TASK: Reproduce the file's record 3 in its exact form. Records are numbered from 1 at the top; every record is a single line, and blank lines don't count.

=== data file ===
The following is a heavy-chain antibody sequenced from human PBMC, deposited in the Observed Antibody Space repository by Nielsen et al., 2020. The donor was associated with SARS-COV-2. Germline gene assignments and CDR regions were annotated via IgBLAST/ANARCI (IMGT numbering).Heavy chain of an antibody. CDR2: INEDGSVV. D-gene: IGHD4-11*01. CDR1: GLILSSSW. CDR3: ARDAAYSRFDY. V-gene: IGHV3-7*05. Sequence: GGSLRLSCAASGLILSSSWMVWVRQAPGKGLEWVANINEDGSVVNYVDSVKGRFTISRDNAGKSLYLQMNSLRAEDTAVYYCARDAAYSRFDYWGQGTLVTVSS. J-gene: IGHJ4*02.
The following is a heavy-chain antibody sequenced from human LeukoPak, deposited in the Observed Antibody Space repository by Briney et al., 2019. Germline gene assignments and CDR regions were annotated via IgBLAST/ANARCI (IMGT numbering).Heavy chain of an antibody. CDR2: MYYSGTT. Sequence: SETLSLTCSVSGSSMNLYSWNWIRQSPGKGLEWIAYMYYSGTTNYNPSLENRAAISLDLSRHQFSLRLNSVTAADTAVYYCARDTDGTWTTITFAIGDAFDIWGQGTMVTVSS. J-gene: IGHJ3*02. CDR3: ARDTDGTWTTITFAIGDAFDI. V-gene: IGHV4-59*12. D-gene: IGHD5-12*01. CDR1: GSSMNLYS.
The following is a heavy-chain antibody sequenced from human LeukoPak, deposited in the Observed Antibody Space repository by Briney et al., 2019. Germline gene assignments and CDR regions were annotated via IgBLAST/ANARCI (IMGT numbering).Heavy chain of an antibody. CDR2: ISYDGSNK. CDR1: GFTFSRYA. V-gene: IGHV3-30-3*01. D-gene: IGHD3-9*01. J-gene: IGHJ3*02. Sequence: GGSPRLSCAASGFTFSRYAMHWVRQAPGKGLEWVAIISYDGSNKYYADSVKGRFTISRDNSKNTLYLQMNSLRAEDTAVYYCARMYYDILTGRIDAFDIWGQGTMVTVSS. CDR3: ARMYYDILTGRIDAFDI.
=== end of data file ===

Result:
The following is a heavy-chain antibody sequenced from human LeukoPak, deposited in the Observed Antibody Space repository by Briney et al., 2019. Germline gene assignments and CDR regions were annotated via IgBLAST/ANARCI (IMGT numbering).Heavy chain of an antibody. CDR2: ISYDGSNK. CDR1: GFTFSRYA. V-gene: IGHV3-30-3*01. D-gene: IGHD3-9*01. J-gene: IGHJ3*02. Sequence: GGSPRLSCAASGFTFSRYAMHWVRQAPGKGLEWVAIISYDGSNKYYADSVKGRFTISRDNSKNTLYLQMNSLRAEDTAVYYCARMYYDILTGRIDAFDIWGQGTMVTVSS. CDR3: ARMYYDILTGRIDAFDI.